Black and white photograph of Herbert Sharpe, 1890

Black and white photograph of Herbert Sharpe, circa 1920

Herbert Sharpe (1861–1925)
Professor of Piano, 1884–1925

Sharpe was a student at the National Training School and was one of the founding professors of the RCM. He later had the challenge of teaching Vaughan Williams. His son, Cedric Sharpe, was a distinguished cellist and, like his father, a composer.

Herbert F. Sharpe

Fifty years ago (on May 17th next) the National Training School for Music commenced its short, but not unimportant career in the building which saw (in 1883) the inception of the R.C.M., and which is now the R.C.O. The N.T.S.M. reared several musicians who have since become famous, and on its opening day there assembled some thirty or forty young people who had gained the first scholarships. It was on that day that I first met Herbert Sharpe, a handsome youth, full of enthusiasm, and keen on the work now opening out before him. He was already an excellent pianist, and had composed several piano pieces. He, with Dr. Sweeting and myself, formed a group eager for any harmless fun, closely associated, too, in being pupils of Mr. J.F.Barnett, whose amusing mannerisms we irreverently copied. It was in those early days that Wagner came to the Royal Albert Hall. Many were the controversies we had over the new music, and I well remember Eugene d'Albert (a fellow student) getting us together with a passage from one of the operas, obvious enough to-day, but then too daring for any of us!

Sharpe's playing had made rapid strides, and I recall his fine performance at a Training School Concert in the West Theatre of the Royal Albert Hall, of Chopin's Study in E, and that on the black keys. He cut the thumb of his right hand in practising the octave passage at the end of the G flat study, the injury taking some time to heal. The Lady Superintendent (Mrs. Thurston Thompson) kept a keen eye on the lady students, and upon us, too, and we needed it ! That was a memorable occasion when Sharpe locked me out on the balcony, still to be seen at the R.C.O. Mrs. Thompson appeared unexpectedly, and could not open the window from the inside. I stood helpless until assistance arrived, and when I did get in had to face the angry lady. I caught sight (while being questioned) of Sharpe and Sweeting peeping round a comer immensely enjoying the scene. We were, however, not always in these high spirits, and Sharpe invented an antidote. This consisted of the phrase "Let's have a laff" (laugh), and many a time did it come to our aid. We sometimes went for a very modest lunch to the Buffet at the Royal Albert Hall, when Sharpe would assume a broken English accent. The young lady was quite deceived by his "Von bon Mees", and spoke of him as our foreign friend.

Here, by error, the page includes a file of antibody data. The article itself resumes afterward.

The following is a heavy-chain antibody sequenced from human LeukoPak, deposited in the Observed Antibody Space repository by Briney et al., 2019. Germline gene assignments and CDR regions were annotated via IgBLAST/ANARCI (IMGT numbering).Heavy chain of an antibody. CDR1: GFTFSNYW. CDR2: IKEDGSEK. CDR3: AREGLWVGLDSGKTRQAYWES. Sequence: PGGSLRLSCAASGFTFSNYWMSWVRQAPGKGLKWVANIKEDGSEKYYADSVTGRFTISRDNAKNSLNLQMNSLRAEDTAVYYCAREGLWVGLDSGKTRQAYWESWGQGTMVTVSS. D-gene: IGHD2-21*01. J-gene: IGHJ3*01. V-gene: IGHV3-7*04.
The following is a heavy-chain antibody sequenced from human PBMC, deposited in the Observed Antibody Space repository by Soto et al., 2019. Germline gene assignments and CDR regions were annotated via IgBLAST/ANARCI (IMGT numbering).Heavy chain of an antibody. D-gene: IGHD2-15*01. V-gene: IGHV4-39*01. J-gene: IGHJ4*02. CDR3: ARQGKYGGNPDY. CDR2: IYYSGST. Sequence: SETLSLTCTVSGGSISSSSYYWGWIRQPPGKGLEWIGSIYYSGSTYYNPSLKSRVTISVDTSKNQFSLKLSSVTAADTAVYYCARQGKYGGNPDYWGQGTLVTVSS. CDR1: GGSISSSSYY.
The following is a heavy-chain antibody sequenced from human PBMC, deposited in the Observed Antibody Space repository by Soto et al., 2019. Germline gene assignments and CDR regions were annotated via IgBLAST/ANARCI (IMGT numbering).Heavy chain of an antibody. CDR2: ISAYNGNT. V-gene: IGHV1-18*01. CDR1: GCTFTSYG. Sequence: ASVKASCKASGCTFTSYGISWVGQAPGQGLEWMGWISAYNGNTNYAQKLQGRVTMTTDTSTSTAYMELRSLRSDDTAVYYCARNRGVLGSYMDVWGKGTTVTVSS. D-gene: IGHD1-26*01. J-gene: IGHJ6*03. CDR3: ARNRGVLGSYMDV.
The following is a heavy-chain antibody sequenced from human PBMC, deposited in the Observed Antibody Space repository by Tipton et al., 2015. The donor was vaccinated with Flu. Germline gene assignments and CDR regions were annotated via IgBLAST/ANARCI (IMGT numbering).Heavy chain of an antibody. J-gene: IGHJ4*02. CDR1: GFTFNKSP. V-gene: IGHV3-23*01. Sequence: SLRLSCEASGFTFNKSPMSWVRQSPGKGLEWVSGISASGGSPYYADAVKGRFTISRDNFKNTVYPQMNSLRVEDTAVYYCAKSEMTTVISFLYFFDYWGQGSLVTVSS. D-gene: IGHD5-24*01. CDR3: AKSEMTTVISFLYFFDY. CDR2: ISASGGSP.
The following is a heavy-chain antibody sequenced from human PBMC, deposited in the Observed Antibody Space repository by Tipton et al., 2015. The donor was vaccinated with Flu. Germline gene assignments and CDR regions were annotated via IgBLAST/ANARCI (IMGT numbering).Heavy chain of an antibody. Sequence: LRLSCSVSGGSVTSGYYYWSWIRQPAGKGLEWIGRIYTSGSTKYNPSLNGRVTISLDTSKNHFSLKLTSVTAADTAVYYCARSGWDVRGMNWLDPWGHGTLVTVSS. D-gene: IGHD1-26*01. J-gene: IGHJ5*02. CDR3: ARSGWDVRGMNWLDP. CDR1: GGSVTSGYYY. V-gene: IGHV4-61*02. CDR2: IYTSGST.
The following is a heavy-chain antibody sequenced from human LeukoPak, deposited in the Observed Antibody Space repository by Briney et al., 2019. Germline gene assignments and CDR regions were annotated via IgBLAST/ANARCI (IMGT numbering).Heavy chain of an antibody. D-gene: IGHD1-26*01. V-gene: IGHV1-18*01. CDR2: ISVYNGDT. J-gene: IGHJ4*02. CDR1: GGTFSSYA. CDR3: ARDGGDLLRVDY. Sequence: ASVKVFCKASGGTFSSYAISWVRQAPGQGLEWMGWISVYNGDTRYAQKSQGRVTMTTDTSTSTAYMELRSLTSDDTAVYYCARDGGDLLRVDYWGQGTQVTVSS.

But as time went on a very remarkable change came over Sharpe. He seemed suddenly to realise (far sooner than most of us) the seriousness and meaning of his work. We used to try to rally him with "Let's have a laff". He would look very serious and say, in a significant tone and with as hake of the head, "Nay, lad (!)," evidently having far more weighty things on his mind. His music was to him as a religion, and he spoke of it as something quite apart from the ordinary things of life. Herbert Sharpe was one of the most distinguished scholars the School possessed, and gained one of the Royal Scholarships founded, I think, in 1880-81. On leaving when the School was closed, in 1882, to make way for the R.C.M., he found a severe struggle before him. But his upright character, charming personality, and high ideals won through, and scholars and students of the R.C.M. know full well the invaluable influence he exercised, both as a teacher and examiner. I know that in the latter capacity he suffered much, from his intense sympathy with candidates who had to be rejected, and he felt the whole thing most acutely. He found quite early in his career that as a public soloist his nerves so often prevented the display of his great powers, but with a few sympathetic listeners he undoubtedly rose to great heights. He therefore devoted himself to teaching, and our beloved College thereby owes him a debt which can never be repaid. I passed him in College not long before he died, and was greeted with the old formula "Let's have a laff." To the last his charming character and appreciation of fun never left him, and I cannot believe he ever had an enemy. I heard only the other day from Dr. Sweeting, in Adelaide. He had just heard of our loss, and wrote : "I have come across several of his pupils out here, all of whom spoke of him not merely with gratitude for what he had done for them, but in terms of real affection."